Archive for August 18th, 2005

Help the Aged (UK)

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Working to defeat ageism


Old Age a triumph of development

Population ageing is one of the great triumphs of development, meaning that ‘for the first time in human history the majority of people can expect to survive into old age’.

All of us have opinions about older people, and expectations – possibly fears – of our own ageing process. These may be formed from our own experiences and our relationships with older people, but are probably also affected by the many stereotypes which surround this issue.

Here are some myths and misconceptions about ageing and older people, and some facts which challenge some of our most commonly held beliefs and views.

Help Age International

A significant resource.
Welcome to HelpAge International

…a global network of not-for-profit organisations with a mission to work with and for disadvantaged older people worldwide to achieve a lasting improvement in the quality of their lives.

Aid agencies ignored special needs of elderly people after tsunami

BMJ 2005;331:422 (20 August), doi:10.1136/bmj.331.7514.422

Aid agencies ignored special needs of elderly people after tsunami
Ganapati Mudur New Delhi

Elderly people who survived the Asian tsunami on 26 December last year were unable to get health care, food aid, or cash support because relief packages were not specially designed for them, the non-profit agency HelpAge International has said.

Despite attempts in the past to highlight the vulnerability of elderly people during emergencies, the tsunami relief effort did not take into account the special needs of this group in its initial phase, the agency said in a report released last week.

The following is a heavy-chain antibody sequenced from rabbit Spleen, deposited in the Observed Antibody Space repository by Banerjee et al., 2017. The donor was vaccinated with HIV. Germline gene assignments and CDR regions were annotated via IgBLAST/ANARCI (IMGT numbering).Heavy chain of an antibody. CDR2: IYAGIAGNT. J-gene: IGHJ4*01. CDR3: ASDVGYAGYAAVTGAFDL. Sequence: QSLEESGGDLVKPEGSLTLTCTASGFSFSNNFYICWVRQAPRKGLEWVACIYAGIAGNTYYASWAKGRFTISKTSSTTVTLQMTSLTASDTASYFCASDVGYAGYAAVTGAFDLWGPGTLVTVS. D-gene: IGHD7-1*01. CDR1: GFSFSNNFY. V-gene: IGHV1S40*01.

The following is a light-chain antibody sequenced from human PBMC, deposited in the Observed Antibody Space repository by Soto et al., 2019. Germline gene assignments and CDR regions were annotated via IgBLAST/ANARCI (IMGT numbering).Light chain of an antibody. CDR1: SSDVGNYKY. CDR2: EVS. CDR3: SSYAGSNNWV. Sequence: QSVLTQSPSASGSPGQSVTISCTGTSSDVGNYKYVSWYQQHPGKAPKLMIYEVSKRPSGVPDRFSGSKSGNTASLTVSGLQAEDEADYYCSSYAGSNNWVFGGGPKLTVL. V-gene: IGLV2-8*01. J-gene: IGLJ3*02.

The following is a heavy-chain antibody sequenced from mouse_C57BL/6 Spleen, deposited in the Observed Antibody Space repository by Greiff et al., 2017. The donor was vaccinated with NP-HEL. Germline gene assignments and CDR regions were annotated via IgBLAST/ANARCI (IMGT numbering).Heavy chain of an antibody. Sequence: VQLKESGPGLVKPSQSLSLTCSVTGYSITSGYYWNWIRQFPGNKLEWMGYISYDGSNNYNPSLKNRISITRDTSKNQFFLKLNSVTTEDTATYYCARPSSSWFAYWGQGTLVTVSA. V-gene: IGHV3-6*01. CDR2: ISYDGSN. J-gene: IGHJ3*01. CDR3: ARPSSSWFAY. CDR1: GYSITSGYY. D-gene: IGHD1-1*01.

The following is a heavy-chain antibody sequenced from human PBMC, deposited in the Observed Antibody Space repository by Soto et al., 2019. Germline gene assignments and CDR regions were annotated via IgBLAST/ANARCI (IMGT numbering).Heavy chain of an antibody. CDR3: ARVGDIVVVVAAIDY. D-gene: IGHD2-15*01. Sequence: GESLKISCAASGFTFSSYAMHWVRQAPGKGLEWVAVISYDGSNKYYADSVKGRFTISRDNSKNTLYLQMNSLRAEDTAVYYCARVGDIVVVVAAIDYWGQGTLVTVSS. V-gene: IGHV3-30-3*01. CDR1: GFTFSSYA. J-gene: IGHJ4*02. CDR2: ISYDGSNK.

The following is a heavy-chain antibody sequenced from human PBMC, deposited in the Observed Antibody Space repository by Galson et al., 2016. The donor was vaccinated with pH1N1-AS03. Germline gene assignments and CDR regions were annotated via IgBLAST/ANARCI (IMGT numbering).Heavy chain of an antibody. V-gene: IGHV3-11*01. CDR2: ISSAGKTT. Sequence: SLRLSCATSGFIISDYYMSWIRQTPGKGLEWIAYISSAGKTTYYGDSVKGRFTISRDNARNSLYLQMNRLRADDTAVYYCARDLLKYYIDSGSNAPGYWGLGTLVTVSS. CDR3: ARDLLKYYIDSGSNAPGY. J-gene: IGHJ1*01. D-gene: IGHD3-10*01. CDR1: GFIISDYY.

The tsunami killed more than 300 000 people. It displaced about 92 000 people over the age of 60 in India, Indonesia, Sri Lanka, and Thailand. Describing the plight of elderly survivors of the tsunami in the four countries, the report said these people became “almost invisible” when relief material was distributed. Many elderly people reported being pushed out of the way by younger people in the chaotic distribution of relief. The report has called on government agencies to include elderly people in needs assessment after disasters and to develop relief packages that are tailored to them.”
Many elderly tsunami survivors with chronic illnesses such as diabetes and cancer faced hardship in resuming treatment, as they had lost their medical papers or could not travel, the report said.
“It’s disappointing,” said Mathew Cherian, chief executive of HelpAge India. “Neither the government machinery nor the international aid fraternity recognised the vulnerability of the elderly. We had drawn attention to how older people in India suffered after the Orissa cyclone in 1999 and the Gujarat earthquake in 2001.”….

The Impact of the Indian Ocean Tsunami on Older People: Issues and Recommendations is available at

O’Folks (off their rocker)

Old age isn't a disease.

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August 2005
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